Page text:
Tears of a phd student
I must also look at this from an academic standpoint - they like you to do that at universities - and I'm seeing the same kind of problems that drama historians must face - how do you study experiential-based storytelling once all the actors or users have gone home. Dramatists leave a playtext behind, and, if we're lucky and dealing with anything post 1950, film/video footage of performances.

But when your story isn't held in a single physical location and when preservation of said story is dependent on a number of different service providers (Blogger, Twitter, Youtube) all of whom could fall over, withdraw or self-destruct, what is a creator to do?

Flynn Lives, Story Dies
Wigmore B seems to have stopped using Twitter. I can only hope that she starts again because it's very difficult to know what to cook her for tea. However, I know that if she does, the time draws nearer when the moment of her birth and her first faltering cyber words will be erased forever. My banal Tron observations will be cast into the ether. Not such an amazing loss to humanity perhaps but if we're going to spend so much time in virtual worlds, the physical realm matters more and more. Transmedia stories at their best let us live in both worlds, gloriously. Flynn Lives, while not exactly Tolstoyian in depth, was an ARG narrative that let fans/readers/players/whatever have a multitude of physical and virtual experiences within its story. You solved puzzles, met up for a bit of live theatre and code cracking in San Diego you traversed media, played games and by God, you got shiny badges in the post.

Ghost Ships AKA The Bugs Bunny Curse
You can see artifacts of the story on the Facebook Flynn Lives fan page, and you can trace the outlines of the original experience on the website....but only from 24th February 2010, and a quick look at ARG.Net tells us the game was afoot from 21st July 2009. How long will the website remain then? Will it be gone in a year, or a terrible, compelling frame-based ghost like the fabulous Space Jam promotional website, living abandoned in cyberspace since 1996?

So it seems that like anything on the web, the life of a Transmedia narrative depends on the level of engagement you achieve with your audience. If you produce a strange ARG masterpiece like The Beast, someone like Adrian Hon will document the narrative.  But you can only hope to attract such dedicated chroniclers if the storyworld is immersive and compelling enough for the player/reader to want to document their experience. These documents might not all survive and they sure as hell aren't the original story, but they come closer to the texture of a Transmedia experience then a press reel. No good for people looking to relive a story the way they could with a novel, but more useful for academics with their best narrativity archaeologist hats on.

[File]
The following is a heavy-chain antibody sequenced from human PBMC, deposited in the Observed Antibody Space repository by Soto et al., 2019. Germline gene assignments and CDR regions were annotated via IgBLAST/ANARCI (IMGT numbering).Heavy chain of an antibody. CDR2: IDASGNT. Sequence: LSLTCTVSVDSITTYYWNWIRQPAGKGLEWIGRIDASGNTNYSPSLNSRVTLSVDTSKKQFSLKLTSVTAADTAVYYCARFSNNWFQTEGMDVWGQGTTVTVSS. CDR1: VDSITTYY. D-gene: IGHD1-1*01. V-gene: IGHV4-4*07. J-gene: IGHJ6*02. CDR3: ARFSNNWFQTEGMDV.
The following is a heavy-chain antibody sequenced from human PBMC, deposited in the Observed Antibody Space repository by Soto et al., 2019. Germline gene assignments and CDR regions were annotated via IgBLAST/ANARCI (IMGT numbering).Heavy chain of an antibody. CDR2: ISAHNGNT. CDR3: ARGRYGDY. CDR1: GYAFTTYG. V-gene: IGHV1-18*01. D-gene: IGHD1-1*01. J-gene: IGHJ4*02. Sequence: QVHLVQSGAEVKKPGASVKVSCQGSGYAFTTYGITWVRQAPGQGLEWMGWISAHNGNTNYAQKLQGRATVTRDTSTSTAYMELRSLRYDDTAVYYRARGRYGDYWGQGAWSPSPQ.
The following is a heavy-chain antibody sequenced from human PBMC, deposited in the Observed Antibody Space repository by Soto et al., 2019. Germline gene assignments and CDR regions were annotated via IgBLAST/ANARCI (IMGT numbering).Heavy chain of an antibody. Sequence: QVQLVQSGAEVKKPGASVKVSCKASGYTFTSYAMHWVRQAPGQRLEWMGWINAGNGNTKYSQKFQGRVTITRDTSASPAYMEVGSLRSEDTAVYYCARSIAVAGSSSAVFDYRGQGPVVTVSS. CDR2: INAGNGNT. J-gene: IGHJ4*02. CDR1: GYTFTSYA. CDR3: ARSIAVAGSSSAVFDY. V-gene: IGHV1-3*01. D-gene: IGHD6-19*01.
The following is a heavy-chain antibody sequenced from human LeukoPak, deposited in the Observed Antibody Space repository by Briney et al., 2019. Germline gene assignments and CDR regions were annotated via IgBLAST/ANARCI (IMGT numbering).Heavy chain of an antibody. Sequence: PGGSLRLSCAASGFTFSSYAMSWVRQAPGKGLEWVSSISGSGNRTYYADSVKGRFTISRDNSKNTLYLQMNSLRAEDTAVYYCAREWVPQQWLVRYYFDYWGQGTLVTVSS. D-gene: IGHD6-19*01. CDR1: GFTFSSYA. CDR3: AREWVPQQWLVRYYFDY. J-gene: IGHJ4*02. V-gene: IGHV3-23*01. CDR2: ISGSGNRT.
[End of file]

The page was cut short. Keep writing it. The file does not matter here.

Fighting Nazis, quoting Derrida, this is how I roll.

This is hugely depressing. I need a cup of tea. But it's been a decade since The Beast came into being. Is it dead? Can an ARG/Transmedia narrative survive the corrosive effects of time? Or can it be embalmed somehow?

I want to know. I have to believe that Transmedia can live beyond a very small sell-by date. And I think I've got a project for Wigmore B. She's going to try and resurrect The Beast, to play the game and document it whilst I try and write our new story. And try and get the toast mush out of the carpet. I remain hopeful. And grubby.



Chris said...

You've inspired me to try and find the start of my facebook profile. So far I've made it back as far as February 2008.

alice emma said...

You've reminded me of the work of a woman called Heike Roms, who researches the history and archiving of performance art at Aberystwyth. I saw her speak at the Oral History Soc conference this year (we historians are obsessed with recording the past, you know. and well into archives).
Her thing, basically, is the struggle to hold onto performance. Most of the records available are photographs, which obviously reframe the performance from POV of single audience member, and memories. And she has found (shockingly...) that many performance artists in the 1960s were a bit high and they couldnt really remember what they were doing. Much of her historical work involves showing the artists what remains in the archives of their work and getting them to construct (/perform) a narrative over the top of the videos, clippings, posters, photos etc that were the by-products of their work, usually all infront of an audience. Recently she staged a reenactment of a group performance piece in the university, with the instructions to performers garnered from interviews and reminiscences. Many of the original performers came along and said it felt uncannily familiar but not the same. For many reasons which i'll let you infer.
So my point, if i have one, is that transmedia seems to have a lot in common with site specific performance art in its immediacy and temporality. Though the performance/narrative involves use of text, text is not print. And also, maybe for Transmediums, like old Roms (she actually looks like that, but adapts the weight of scarf to the seasons), recording is about retaining a record that IT happened, rather than WHAT happened, and the experience of reading/writing rather than what was written?